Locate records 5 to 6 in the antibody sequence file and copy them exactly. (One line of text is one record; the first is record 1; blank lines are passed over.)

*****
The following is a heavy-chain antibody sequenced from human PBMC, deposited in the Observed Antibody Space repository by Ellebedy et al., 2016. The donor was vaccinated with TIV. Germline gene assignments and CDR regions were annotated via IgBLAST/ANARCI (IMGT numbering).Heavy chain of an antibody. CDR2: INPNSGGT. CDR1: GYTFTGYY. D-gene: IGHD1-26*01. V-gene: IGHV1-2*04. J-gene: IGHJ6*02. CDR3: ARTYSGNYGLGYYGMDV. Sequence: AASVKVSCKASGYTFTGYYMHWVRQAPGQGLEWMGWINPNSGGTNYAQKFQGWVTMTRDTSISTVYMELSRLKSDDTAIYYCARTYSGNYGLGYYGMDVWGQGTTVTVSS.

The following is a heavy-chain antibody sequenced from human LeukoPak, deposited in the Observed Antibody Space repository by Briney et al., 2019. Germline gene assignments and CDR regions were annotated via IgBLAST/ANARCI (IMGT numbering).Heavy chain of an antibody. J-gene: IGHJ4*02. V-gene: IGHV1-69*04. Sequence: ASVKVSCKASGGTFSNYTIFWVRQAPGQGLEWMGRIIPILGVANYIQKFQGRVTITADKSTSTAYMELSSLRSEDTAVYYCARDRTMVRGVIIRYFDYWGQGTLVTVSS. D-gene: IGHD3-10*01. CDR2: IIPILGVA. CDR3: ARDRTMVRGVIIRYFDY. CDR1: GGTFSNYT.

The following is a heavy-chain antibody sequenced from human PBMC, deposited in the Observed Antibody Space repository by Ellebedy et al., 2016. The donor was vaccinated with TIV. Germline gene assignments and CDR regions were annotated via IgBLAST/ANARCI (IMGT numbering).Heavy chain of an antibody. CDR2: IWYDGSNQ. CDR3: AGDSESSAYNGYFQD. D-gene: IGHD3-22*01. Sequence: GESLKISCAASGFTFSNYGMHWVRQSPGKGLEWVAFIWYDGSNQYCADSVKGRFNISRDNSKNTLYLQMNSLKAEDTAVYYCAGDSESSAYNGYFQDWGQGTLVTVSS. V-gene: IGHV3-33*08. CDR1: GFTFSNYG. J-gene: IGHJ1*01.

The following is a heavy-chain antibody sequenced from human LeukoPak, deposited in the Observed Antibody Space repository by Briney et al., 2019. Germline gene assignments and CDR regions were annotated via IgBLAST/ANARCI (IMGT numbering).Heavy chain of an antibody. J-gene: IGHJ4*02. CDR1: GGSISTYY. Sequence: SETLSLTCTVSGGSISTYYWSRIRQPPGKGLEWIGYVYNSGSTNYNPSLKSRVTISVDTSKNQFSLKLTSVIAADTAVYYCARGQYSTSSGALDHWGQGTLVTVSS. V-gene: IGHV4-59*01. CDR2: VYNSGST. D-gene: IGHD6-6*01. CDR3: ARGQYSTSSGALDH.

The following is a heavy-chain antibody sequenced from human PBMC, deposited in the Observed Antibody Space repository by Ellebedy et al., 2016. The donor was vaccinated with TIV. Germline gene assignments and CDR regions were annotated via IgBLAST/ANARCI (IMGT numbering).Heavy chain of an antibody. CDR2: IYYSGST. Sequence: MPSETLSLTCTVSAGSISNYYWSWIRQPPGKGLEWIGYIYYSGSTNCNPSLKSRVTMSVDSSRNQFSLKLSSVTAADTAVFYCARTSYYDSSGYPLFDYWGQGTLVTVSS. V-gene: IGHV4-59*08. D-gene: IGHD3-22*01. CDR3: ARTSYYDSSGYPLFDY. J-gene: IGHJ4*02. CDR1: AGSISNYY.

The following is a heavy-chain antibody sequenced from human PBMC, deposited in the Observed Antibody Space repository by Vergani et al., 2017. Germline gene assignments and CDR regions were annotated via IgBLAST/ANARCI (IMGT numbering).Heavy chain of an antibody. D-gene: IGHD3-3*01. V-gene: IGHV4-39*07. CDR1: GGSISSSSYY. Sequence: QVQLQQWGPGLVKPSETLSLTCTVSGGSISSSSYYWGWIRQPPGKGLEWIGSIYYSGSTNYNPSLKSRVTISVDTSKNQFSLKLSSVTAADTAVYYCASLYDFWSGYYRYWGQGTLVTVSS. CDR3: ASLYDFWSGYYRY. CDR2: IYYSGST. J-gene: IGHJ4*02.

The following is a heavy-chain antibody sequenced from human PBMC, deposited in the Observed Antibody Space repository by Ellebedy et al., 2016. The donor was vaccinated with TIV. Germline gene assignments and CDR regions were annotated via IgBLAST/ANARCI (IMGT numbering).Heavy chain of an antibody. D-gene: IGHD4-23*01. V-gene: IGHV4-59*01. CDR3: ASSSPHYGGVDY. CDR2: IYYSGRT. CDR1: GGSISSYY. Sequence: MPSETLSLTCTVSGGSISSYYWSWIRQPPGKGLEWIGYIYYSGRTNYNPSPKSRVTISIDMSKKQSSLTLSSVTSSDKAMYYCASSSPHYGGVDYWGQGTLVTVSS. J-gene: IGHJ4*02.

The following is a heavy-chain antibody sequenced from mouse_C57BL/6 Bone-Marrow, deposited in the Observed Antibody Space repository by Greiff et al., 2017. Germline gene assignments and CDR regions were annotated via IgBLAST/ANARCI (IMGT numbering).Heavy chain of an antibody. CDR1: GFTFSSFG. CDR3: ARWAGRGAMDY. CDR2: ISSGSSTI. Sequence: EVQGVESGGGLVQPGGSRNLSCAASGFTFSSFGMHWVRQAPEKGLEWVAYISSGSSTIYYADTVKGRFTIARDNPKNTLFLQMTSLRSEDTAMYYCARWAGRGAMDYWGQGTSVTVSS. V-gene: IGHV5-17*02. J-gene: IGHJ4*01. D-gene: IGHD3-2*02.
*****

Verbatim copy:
The following is a heavy-chain antibody sequenced from human PBMC, deposited in the Observed Antibody Space repository by Ellebedy et al., 2016. The donor was vaccinated with TIV. Germline gene assignments and CDR regions were annotated via IgBLAST/ANARCI (IMGT numbering).Heavy chain of an antibody. CDR2: IYYSGST. Sequence: MPSETLSLTCTVSAGSISNYYWSWIRQPPGKGLEWIGYIYYSGSTNCNPSLKSRVTMSVDSSRNQFSLKLSSVTAADTAVFYCARTSYYDSSGYPLFDYWGQGTLVTVSS. V-gene: IGHV4-59*08. D-gene: IGHD3-22*01. CDR3: ARTSYYDSSGYPLFDY. J-gene: IGHJ4*02. CDR1: AGSISNYY.

The following is a heavy-chain antibody sequenced from human PBMC, deposited in the Observed Antibody Space repository by Vergani et al., 2017. Germline gene assignments and CDR regions were annotated via IgBLAST/ANARCI (IMGT numbering).Heavy chain of an antibody. D-gene: IGHD3-3*01. V-gene: IGHV4-39*07. CDR1: GGSISSSSYY. Sequence: QVQLQQWGPGLVKPSETLSLTCTVSGGSISSSSYYWGWIRQPPGKGLEWIGSIYYSGSTNYNPSLKSRVTISVDTSKNQFSLKLSSVTAADTAVYYCASLYDFWSGYYRYWGQGTLVTVSS. CDR3: ASLYDFWSGYYRY. CDR2: IYYSGST. J-gene: IGHJ4*02.